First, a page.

— Robert Weber, PharmD

Call Your Provider

Talk to your healthcare provider about any mail-related medication concerns and discuss your options. It's also important that you ask your provider what you should do if your medication doesn't arrive on time or you run out.

"I can’t stress the importance of a monthly review of your medications to assure for preventing any gaps," Robert Weber, PharmD, pharmacy services administrator at The Ohio State University Wexner Medical Center, tells Verywell.

Look Into Short-Supply Prescriptions

Your provider might be able to write you a smaller prescription—for example, a 15 to a 30-day supply.

"If your medication is getting low and you rely on the mail for your prescription, your doctor is authorized to send a smaller prescription to your local pharmacy," Kathryn Boling, MD, a primary care physician at Baltimore's Mercy Medical Center, tells Verywell.

Boling also says that having a stockpile of your medication on-hand, such as a 90-day supply, can help prevent shortages as you deal with mail delays.

Check with your health insurance company in advance to make sure that an alternative supply of your medication will be covered.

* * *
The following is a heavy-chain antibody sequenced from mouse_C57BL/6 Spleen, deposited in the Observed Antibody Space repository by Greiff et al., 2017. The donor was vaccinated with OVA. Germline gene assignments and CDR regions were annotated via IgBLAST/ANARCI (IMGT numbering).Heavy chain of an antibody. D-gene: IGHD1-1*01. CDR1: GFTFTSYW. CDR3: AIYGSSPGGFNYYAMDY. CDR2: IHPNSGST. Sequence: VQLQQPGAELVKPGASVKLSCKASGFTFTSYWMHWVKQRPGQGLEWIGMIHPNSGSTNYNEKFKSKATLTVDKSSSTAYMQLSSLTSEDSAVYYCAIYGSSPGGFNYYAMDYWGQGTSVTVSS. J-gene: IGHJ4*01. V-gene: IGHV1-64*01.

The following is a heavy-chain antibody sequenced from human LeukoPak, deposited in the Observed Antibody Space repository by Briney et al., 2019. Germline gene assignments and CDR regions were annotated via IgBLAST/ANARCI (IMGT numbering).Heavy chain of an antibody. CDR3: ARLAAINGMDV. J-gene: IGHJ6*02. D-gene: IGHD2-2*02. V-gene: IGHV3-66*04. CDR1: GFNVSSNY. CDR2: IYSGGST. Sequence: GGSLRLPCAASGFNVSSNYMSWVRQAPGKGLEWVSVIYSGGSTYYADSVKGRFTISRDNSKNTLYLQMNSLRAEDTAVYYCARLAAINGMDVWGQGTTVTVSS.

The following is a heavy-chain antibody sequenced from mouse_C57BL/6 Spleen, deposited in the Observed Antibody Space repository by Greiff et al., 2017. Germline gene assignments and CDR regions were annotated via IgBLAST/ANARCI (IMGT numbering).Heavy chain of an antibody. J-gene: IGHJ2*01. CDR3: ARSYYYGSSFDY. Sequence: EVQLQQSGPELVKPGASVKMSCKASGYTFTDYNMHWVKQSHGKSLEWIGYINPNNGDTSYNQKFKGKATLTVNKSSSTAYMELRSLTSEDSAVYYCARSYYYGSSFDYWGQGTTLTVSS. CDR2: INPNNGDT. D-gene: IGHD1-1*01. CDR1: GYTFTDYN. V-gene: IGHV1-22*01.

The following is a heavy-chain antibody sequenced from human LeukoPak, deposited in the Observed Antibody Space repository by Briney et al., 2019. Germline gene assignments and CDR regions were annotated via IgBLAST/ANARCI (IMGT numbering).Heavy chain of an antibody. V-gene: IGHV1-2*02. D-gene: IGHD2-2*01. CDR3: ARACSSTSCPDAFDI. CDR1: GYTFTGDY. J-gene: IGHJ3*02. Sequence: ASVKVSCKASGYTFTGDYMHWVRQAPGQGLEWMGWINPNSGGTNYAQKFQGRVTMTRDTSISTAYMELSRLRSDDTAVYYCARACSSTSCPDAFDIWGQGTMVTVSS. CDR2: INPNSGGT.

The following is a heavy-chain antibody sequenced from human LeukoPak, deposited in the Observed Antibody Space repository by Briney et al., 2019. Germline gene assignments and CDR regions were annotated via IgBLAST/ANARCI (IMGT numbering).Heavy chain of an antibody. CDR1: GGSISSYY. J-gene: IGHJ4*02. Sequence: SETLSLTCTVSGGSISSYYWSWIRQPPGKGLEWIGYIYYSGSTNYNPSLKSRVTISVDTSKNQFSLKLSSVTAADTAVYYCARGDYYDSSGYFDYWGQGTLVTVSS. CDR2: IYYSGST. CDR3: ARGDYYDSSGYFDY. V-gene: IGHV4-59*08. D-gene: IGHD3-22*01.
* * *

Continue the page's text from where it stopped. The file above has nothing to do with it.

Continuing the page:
Switch to a Local Pharmacy

If you can get your medication through a pharmacy, it will reduce the mail-related concerns. Local pharmacists may also be able to solve mail-related problems.

Karl Fiebelkorn, MBA, RPh, senior associate dean at the School of Pharmacy and Pharmaceutical Sciences at the University of Buffalo, tells Verywell that if your medication arrives but comes late or appears damaged, it's worth talking to your local pharmacist. “Many times, they’ll try to help out," he says.

However, switching pharmacies is not a practical or possible option for everyone, such as people who live in rural communities with no access to public transportation, people who cannot drive, and people who are homebound. Some people are unable to use a different pharmacy because it does not carry their prescription.

Even if your medication is available and the pharmacy is accessible to you, amid COVID-19 social distancing protocols, you might be hesitant about physically going to pick up your prescriptions. Many pharmacies have drive-through windows or are offering curbside service that let you pick up your prescription without having to get out of your car.

Experts Advise Against Rationing Medication